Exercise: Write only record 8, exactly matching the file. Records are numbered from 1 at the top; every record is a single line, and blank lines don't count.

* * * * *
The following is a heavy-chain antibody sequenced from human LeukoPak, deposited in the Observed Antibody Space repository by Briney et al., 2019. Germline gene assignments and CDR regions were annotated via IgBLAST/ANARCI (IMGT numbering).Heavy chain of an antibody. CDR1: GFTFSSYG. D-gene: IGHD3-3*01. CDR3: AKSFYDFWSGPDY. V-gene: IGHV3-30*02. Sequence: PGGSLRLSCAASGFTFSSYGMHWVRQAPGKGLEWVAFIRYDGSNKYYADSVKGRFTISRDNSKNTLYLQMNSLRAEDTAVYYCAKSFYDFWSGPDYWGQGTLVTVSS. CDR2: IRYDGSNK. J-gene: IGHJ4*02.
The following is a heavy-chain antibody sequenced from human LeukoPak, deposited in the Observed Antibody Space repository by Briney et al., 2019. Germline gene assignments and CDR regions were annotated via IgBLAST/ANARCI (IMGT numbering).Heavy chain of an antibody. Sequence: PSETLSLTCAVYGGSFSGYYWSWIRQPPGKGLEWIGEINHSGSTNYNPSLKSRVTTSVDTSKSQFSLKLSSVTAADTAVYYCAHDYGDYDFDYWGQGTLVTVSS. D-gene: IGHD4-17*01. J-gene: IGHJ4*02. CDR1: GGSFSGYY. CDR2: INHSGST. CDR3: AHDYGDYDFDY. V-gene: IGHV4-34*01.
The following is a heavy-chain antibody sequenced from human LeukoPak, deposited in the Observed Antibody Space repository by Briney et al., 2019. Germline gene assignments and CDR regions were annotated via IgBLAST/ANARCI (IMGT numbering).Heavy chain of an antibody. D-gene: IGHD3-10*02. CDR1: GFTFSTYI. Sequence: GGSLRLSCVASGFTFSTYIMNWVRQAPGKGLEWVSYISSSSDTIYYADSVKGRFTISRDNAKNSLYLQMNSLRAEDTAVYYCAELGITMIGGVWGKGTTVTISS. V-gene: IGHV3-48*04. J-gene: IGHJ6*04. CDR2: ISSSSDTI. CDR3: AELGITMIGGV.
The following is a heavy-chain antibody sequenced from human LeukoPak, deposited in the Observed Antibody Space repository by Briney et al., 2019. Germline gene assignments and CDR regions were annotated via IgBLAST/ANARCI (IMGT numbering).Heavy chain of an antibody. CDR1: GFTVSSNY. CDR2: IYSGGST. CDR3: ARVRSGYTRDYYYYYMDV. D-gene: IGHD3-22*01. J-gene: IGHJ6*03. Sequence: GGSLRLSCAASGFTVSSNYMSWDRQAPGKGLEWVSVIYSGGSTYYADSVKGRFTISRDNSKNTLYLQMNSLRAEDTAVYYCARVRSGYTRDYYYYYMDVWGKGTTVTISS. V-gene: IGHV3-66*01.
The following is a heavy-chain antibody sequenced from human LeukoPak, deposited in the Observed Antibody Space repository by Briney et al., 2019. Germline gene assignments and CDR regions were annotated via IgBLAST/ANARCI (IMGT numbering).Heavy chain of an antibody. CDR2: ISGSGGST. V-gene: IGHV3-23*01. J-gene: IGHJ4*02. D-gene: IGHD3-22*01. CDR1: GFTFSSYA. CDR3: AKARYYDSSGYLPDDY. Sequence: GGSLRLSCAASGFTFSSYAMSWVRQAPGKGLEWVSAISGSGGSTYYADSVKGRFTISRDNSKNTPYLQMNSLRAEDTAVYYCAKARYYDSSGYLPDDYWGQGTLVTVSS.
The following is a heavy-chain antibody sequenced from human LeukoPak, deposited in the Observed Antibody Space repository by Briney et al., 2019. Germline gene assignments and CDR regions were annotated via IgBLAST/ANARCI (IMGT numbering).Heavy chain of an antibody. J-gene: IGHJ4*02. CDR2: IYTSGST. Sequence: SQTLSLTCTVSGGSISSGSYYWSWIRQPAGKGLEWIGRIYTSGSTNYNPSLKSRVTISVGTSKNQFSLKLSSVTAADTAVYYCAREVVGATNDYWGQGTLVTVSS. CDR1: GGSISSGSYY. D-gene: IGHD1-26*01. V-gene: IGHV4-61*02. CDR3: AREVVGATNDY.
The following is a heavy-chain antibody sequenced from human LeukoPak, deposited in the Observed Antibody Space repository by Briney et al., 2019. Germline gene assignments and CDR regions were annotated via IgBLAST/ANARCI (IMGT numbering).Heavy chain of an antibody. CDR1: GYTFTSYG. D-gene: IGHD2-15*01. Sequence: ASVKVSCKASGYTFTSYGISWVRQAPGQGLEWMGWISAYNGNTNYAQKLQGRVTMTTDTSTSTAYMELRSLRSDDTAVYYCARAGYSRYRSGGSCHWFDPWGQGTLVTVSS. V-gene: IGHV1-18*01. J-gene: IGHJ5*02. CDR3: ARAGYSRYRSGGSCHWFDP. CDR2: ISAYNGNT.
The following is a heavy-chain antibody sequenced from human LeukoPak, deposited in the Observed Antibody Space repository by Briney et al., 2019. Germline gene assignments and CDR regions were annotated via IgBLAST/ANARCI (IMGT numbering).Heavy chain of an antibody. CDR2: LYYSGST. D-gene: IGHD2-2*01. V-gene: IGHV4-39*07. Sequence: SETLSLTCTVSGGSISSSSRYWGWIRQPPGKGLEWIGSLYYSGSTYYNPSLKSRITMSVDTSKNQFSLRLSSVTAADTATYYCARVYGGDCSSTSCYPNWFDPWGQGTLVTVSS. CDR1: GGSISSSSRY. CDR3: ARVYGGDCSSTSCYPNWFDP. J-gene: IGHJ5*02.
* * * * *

The following is a heavy-chain antibody sequenced from human LeukoPak, deposited in the Observed Antibody Space repository by Briney et al., 2019. Germline gene assignments and CDR regions were annotated via IgBLAST/ANARCI (IMGT numbering).Heavy chain of an antibody. CDR2: LYYSGST. D-gene: IGHD2-2*01. V-gene: IGHV4-39*07. Sequence: SETLSLTCTVSGGSISSSSRYWGWIRQPPGKGLEWIGSLYYSGSTYYNPSLKSRITMSVDTSKNQFSLRLSSVTAADTATYYCARVYGGDCSSTSCYPNWFDPWGQGTLVTVSS. CDR1: GGSISSSSRY. CDR3: ARVYGGDCSSTSCYPNWFDP. J-gene: IGHJ5*02.